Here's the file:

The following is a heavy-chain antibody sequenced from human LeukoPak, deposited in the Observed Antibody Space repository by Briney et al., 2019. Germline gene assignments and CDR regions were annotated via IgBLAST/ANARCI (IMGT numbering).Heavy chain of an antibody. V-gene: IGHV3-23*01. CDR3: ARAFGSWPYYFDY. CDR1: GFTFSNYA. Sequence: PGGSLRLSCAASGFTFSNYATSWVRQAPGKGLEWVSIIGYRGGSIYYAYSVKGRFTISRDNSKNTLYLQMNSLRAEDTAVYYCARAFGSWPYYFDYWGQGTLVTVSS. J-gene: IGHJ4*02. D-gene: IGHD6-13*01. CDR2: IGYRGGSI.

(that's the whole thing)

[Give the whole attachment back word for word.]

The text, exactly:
The following is a heavy-chain antibody sequenced from human LeukoPak, deposited in the Observed Antibody Space repository by Briney et al., 2019. Germline gene assignments and CDR regions were annotated via IgBLAST/ANARCI (IMGT numbering).Heavy chain of an antibody. V-gene: IGHV3-23*01. CDR3: ARAFGSWPYYFDY. CDR1: GFTFSNYA. Sequence: PGGSLRLSCAASGFTFSNYATSWVRQAPGKGLEWVSIIGYRGGSIYYAYSVKGRFTISRDNSKNTLYLQMNSLRAEDTAVYYCARAFGSWPYYFDYWGQGTLVTVSS. J-gene: IGHJ4*02. D-gene: IGHD6-13*01. CDR2: IGYRGGSI.